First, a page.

Your furnace creates a lot of heat when it is on. This may seem obvious since it has a single purpose – and that’s to heat your home. But your furnace isn’t only generating heat. It also creates carbon monoxide fumes that need to be safely transferred outside of your home and away from the air you breathe.
That’s why your furnace has an exhaust flue – to move these fumes outside. Unfortunately, it’s not uncommon to have problems with your exhaust flue as the system ages and parts wear down. If your furnace exhaust system is showing signs of damage, you definitely want to address the problems early before they worsen.
Understanding Your Exhaust Flue
Your furnace’s exhaust flue is also called a furnace exhaust stack. The component is a metal tube that is designed to provide a path for carbon monoxide and other dangerous gases to leave your furnace’s heat exchanger and safely go outside. The metal tube has a damper inside that helps to regulate pressure between the inside air and outside air.
It creates suction that draws carbon monoxide and other gases up and out. The damper also works by preventing these gases from reentering the system. Some homeowners have a furnace exhaust with a unique outlet while others route the exhaust to the existing chimney as an exit point.
Exhaust Flue Problems
There is a variety of problems you can face with your exhaust flue, but they all lead back to a single danger – carbon monoxide poisoning. If carbon monoxide and other dangerous gases can get into the air of your home you and your family can become very ill without understanding why. Flue problems may include:
- Cracks – Your flue can corrode over time because of the noxious gases. Changes in temperature can also contribute to changes in the material that allow it to crack. When a flue pipe cracks, gases can stray from their path out of your home and enter the air inside.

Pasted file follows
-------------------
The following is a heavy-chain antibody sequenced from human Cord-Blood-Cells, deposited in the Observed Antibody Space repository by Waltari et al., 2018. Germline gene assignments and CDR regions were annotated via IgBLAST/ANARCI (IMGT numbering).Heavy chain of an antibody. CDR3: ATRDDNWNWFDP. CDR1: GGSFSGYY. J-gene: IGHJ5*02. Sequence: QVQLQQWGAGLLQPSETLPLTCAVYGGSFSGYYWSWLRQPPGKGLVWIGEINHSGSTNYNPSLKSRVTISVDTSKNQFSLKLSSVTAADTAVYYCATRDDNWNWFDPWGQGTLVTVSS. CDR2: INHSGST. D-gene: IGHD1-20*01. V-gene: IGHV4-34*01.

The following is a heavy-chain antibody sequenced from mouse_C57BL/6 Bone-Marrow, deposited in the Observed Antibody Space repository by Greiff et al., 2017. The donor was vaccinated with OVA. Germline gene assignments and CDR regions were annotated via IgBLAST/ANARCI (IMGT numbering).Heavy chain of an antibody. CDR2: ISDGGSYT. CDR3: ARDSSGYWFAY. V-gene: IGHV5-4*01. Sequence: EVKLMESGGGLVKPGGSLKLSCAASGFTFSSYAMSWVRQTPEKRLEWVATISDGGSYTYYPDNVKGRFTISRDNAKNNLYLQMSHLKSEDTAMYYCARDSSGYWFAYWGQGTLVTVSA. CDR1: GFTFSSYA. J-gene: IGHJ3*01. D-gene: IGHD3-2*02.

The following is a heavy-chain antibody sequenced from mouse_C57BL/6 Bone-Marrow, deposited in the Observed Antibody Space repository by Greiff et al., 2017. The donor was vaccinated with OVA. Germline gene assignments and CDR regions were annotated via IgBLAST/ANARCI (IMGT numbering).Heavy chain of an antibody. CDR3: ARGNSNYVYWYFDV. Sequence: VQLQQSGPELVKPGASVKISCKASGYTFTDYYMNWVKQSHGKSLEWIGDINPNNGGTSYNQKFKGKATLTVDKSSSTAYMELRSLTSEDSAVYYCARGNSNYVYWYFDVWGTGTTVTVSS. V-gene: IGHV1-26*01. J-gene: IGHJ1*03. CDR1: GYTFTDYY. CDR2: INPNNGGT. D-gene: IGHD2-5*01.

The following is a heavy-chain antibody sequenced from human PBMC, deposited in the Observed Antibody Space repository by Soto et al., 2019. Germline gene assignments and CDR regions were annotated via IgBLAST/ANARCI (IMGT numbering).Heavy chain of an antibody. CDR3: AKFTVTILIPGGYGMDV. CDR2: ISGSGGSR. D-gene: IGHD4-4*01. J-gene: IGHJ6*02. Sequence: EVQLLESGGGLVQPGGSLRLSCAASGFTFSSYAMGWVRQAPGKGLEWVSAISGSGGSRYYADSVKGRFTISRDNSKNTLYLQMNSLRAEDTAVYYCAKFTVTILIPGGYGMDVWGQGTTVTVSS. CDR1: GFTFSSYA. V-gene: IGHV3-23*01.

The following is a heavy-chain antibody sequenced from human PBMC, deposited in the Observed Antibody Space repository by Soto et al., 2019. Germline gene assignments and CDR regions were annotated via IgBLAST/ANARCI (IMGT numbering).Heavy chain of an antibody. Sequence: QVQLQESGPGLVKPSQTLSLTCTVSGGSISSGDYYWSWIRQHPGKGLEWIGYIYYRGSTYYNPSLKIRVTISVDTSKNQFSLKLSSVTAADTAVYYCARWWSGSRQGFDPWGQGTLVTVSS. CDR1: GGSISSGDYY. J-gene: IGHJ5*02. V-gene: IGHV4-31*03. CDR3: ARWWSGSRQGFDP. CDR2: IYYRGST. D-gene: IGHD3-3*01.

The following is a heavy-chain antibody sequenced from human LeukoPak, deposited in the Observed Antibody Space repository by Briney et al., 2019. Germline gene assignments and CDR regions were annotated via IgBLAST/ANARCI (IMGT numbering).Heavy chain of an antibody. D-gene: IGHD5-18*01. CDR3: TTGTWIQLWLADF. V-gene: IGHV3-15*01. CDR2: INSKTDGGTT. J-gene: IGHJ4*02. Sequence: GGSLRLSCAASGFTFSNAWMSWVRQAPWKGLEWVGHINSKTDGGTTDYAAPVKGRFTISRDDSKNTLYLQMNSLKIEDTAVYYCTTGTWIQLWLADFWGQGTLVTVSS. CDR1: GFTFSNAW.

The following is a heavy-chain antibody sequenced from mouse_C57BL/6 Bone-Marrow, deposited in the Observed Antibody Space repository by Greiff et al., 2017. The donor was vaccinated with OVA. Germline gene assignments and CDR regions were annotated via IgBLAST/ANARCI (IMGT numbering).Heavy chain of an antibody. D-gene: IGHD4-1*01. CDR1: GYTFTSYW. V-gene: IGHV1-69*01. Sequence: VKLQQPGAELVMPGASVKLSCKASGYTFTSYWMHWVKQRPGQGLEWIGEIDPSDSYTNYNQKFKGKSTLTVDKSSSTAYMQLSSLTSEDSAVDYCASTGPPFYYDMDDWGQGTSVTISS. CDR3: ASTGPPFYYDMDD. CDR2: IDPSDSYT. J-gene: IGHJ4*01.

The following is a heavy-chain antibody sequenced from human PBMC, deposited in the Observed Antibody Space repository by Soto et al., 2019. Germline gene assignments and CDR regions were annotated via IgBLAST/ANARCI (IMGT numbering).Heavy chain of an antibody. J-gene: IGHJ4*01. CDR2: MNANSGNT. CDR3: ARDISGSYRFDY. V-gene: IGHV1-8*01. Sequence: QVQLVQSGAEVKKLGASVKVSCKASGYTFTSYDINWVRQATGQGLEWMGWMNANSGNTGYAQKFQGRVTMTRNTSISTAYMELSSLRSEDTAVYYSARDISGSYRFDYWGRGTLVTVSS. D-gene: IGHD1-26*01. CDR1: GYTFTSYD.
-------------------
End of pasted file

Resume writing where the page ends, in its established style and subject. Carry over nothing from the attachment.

- Joint leaks – Exhaust flues are not a single piece of material that is seamless. Instead, there are parts that connect together at joints to create a path out of your home. These joints can be weak points where cracks and holes develop that allow gas to leak out.
- Backdraft – If the damper doesn’t do its job, gases may be sucked into your house instead of being sucked out. When this happens, it’s called backdrafting. Other problems that cause backdrafting include a lack of air supply coming into your heating system or exhaust fan problems.
There’s only one way to ensure that your heater and exhaust flue are ready for winter, and that’s regular maintenance. If you haven’t had your system inspected in the last 12 months, it’s time to schedule a service. We can make any repairs that are needed, replace worn-out parts, and ensure your entire heating system – exhaust flue included – are in great condition for the heating season.
Your comfort is our business! Comfort Flow Heating serves all of Oregon, so contact our team today to schedule your appointment.